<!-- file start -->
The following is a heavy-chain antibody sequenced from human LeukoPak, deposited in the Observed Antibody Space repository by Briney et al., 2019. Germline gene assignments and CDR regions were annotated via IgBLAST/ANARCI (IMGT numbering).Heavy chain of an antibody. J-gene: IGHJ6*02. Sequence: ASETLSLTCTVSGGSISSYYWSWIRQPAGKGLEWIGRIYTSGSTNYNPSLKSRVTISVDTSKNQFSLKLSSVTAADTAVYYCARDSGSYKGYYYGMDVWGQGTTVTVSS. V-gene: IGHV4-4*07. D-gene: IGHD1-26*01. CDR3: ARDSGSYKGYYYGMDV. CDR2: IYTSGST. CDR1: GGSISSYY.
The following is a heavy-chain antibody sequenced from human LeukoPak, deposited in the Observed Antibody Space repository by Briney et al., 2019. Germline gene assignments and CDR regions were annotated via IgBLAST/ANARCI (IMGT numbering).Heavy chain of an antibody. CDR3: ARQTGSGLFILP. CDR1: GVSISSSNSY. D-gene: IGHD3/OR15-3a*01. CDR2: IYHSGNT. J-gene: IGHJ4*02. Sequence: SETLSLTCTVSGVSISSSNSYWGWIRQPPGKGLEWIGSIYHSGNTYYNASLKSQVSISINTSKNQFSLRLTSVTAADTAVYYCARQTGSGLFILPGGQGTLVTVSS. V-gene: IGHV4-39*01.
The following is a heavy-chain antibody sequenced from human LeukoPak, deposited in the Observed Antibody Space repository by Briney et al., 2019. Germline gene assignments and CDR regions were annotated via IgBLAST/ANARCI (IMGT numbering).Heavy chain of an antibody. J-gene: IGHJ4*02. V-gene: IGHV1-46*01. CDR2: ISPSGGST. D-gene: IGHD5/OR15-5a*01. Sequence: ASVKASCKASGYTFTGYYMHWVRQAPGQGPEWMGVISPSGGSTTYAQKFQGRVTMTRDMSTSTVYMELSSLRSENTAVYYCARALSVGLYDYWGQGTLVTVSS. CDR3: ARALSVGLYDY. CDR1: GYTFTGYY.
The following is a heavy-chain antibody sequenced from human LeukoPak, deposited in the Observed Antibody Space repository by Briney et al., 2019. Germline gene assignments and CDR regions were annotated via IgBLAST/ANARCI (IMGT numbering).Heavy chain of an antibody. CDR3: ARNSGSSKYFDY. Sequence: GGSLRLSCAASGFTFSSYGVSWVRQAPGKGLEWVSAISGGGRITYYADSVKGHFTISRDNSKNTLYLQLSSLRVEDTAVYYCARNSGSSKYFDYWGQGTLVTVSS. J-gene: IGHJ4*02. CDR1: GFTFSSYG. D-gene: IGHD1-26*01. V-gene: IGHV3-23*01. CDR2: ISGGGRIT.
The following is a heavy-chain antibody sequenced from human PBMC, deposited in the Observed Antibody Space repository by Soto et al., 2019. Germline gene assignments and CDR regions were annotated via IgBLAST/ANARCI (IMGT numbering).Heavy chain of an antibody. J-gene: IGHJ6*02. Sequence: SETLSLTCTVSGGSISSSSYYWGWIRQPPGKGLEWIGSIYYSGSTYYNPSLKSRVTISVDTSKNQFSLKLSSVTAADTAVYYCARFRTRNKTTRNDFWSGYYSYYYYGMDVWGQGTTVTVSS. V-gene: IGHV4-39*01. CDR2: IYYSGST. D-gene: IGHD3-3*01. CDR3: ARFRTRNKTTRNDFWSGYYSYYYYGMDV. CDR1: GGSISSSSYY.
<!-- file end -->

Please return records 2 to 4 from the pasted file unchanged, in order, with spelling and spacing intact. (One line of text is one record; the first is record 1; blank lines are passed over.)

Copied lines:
The following is a heavy-chain antibody sequenced from human LeukoPak, deposited in the Observed Antibody Space repository by Briney et al., 2019. Germline gene assignments and CDR regions were annotated via IgBLAST/ANARCI (IMGT numbering).Heavy chain of an antibody. CDR3: ARQTGSGLFILP. CDR1: GVSISSSNSY. D-gene: IGHD3/OR15-3a*01. CDR2: IYHSGNT. J-gene: IGHJ4*02. Sequence: SETLSLTCTVSGVSISSSNSYWGWIRQPPGKGLEWIGSIYHSGNTYYNASLKSQVSISINTSKNQFSLRLTSVTAADTAVYYCARQTGSGLFILPGGQGTLVTVSS. V-gene: IGHV4-39*01.
The following is a heavy-chain antibody sequenced from human LeukoPak, deposited in the Observed Antibody Space repository by Briney et al., 2019. Germline gene assignments and CDR regions were annotated via IgBLAST/ANARCI (IMGT numbering).Heavy chain of an antibody. J-gene: IGHJ4*02. V-gene: IGHV1-46*01. CDR2: ISPSGGST. D-gene: IGHD5/OR15-5a*01. Sequence: ASVKASCKASGYTFTGYYMHWVRQAPGQGPEWMGVISPSGGSTTYAQKFQGRVTMTRDMSTSTVYMELSSLRSENTAVYYCARALSVGLYDYWGQGTLVTVSS. CDR3: ARALSVGLYDY. CDR1: GYTFTGYY.
The following is a heavy-chain antibody sequenced from human LeukoPak, deposited in the Observed Antibody Space repository by Briney et al., 2019. Germline gene assignments and CDR regions were annotated via IgBLAST/ANARCI (IMGT numbering).Heavy chain of an antibody. CDR3: ARNSGSSKYFDY. Sequence: GGSLRLSCAASGFTFSSYGVSWVRQAPGKGLEWVSAISGGGRITYYADSVKGHFTISRDNSKNTLYLQLSSLRVEDTAVYYCARNSGSSKYFDYWGQGTLVTVSS. J-gene: IGHJ4*02. CDR1: GFTFSSYG. D-gene: IGHD1-26*01. V-gene: IGHV3-23*01. CDR2: ISGGGRIT.